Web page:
Does Mennonite Matter?

By John Stoltzfus, Franconia Conference Youth Minister

Dale Schrag at Salford. Photo by Ben Wideman.

Does it matter being Mennonite? According to Dale Schrag, “It depends.”

Dale, who is campus pastor and director of church relations at Bethel College, spoke to this question at a seminar for youth and adults at Salford Mennonite Church on April 11.  He elaborated by saying that it depends on what we mean by being Mennonite.

Schrag quoted Michael Kinnamon, general secretary of the National Council of Churches who said, “Mennonite is a beautiful adjective but an idolatrous noun.” We need to understand being Mennonite as an adjective description of Christian. In addition, in the Mennonite tradition it is essential to understand the Anabaptist theological distinctiveness of our tradition.

He named four central markers of Anabaptist theology from Harold S Bender’s Anabaptist Vision of 1944:

  • A distinctive reading of the Bible that is centered in Christ
  • A distinctive approach to discipleship, following the teachings of Jesus
  • A distinctive understanding of community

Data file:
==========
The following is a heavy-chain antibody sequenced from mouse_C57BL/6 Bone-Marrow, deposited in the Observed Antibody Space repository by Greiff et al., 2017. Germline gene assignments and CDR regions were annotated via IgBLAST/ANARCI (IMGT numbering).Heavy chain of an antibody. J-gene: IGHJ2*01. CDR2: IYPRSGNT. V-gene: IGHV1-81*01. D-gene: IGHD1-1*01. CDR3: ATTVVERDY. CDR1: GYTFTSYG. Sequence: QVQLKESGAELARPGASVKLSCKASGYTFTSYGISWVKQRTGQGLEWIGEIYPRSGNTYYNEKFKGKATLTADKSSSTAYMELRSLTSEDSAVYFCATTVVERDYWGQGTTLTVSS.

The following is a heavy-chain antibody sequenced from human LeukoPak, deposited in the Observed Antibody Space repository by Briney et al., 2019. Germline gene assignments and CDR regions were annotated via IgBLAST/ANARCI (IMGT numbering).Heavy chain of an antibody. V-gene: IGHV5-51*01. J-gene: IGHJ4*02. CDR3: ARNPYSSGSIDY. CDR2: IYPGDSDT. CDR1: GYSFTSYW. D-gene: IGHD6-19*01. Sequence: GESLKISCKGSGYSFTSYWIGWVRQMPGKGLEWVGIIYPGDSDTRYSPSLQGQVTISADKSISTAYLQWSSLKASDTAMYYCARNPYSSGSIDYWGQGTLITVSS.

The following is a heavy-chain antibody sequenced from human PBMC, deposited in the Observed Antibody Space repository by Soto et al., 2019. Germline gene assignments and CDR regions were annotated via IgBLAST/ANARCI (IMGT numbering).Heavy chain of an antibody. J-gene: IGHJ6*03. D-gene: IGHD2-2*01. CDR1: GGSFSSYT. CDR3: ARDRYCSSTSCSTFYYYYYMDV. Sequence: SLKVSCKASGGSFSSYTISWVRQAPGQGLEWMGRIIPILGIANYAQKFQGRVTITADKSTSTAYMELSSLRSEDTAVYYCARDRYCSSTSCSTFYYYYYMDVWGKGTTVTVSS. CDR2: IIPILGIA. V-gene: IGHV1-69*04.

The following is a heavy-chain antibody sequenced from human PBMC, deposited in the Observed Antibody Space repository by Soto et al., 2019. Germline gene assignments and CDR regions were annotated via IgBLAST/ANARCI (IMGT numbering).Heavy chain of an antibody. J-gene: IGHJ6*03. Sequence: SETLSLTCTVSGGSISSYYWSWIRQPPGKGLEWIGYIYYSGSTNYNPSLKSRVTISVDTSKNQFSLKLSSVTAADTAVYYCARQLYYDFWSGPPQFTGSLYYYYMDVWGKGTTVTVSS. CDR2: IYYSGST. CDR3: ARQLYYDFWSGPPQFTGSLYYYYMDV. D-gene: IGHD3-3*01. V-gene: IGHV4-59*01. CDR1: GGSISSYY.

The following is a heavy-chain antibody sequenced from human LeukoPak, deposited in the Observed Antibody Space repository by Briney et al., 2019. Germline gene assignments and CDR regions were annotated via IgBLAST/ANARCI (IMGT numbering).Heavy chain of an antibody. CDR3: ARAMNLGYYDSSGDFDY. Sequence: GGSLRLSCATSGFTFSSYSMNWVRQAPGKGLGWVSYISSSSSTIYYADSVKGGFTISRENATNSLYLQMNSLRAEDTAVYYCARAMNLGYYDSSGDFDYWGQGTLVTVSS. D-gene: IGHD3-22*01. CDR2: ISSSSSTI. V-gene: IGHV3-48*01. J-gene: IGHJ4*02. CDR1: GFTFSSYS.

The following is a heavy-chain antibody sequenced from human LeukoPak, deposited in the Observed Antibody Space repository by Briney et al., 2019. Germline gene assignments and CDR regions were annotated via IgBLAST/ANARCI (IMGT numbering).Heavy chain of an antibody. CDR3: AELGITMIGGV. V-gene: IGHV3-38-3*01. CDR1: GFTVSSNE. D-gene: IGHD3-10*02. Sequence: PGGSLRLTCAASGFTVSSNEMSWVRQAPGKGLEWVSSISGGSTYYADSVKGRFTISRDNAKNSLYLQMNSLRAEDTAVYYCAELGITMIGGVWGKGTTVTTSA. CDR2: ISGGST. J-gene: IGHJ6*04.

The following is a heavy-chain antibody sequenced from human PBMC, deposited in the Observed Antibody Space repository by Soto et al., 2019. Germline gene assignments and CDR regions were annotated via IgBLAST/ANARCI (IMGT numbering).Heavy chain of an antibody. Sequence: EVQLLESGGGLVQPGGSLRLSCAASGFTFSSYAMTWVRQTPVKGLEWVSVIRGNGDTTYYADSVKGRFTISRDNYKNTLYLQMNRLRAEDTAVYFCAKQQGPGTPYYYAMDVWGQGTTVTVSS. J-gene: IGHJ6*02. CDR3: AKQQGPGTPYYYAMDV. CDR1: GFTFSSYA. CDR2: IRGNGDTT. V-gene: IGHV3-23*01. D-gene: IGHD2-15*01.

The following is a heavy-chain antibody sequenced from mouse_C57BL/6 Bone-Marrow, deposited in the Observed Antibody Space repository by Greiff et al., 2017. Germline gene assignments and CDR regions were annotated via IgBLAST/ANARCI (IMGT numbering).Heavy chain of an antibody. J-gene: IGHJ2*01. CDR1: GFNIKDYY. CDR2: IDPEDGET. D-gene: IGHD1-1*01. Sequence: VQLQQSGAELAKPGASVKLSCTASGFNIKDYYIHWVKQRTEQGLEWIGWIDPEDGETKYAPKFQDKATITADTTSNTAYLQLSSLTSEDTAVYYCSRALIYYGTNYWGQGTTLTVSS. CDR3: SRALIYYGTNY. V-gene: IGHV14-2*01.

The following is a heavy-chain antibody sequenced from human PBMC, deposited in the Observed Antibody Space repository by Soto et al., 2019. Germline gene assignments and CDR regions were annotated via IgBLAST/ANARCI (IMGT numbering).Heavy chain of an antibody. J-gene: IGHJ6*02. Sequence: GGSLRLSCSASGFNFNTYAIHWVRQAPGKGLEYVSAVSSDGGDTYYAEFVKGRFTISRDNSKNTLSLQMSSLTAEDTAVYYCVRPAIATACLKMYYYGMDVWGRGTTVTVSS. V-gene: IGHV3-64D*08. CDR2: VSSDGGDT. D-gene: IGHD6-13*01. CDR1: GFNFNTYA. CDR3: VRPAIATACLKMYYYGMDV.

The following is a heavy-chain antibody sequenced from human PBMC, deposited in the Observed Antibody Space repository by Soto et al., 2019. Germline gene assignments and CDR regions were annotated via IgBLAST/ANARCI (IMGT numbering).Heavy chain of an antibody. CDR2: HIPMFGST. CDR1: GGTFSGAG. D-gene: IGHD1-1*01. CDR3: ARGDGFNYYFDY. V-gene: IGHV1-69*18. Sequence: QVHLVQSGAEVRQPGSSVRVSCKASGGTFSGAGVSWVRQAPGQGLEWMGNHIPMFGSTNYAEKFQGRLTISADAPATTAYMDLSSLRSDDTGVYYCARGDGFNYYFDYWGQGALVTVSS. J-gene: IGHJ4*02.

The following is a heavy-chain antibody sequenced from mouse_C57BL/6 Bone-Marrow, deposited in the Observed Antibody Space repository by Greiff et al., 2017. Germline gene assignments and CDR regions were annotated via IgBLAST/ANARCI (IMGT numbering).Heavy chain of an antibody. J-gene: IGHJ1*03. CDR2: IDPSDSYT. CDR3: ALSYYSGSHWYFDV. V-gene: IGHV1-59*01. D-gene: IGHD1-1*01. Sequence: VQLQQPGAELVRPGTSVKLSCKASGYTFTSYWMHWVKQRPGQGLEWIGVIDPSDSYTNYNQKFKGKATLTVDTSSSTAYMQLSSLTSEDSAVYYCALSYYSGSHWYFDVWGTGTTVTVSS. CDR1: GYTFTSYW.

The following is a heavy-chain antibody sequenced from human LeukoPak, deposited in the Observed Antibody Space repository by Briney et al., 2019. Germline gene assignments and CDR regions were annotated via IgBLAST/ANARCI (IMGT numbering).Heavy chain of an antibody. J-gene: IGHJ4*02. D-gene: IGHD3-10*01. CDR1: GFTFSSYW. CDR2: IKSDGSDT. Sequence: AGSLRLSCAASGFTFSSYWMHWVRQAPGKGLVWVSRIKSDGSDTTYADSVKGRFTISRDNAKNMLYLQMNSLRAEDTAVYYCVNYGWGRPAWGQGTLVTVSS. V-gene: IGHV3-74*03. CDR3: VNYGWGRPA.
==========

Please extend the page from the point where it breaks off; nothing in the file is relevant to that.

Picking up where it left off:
• A distinctive commitment to nonresistance in the reconciling love of God

Dale concluded by emphasizing that being Mennonite matters because of what we have to offer to a world that needs Jesus.  Our particular understanding of the gospel of shalom (peace) and of how Jesus calls us to live is a gift to offer to our broken world.

Some questions to consider as we continue to unpack the question identified in this seminar.

  • How can we engage our children and youth in talking about what it means and why it matters to be a Mennonite Christian in today’s world?
  • How does this distinctiveness make a difference in how we practice our faith?
  • What difference does it make in how we read the Bible, live as community, relate to our neighbors, and engage in mission in our world?
  • How does being Mennonite help us to be faithful in following in the way of Christ?
  • What testimony do we have to share?
  • How can we hold these convictions with an open hand in a way that is inviting and winsome and good news to our neighbors and to a hurting and broken world?

Watch the full presentation: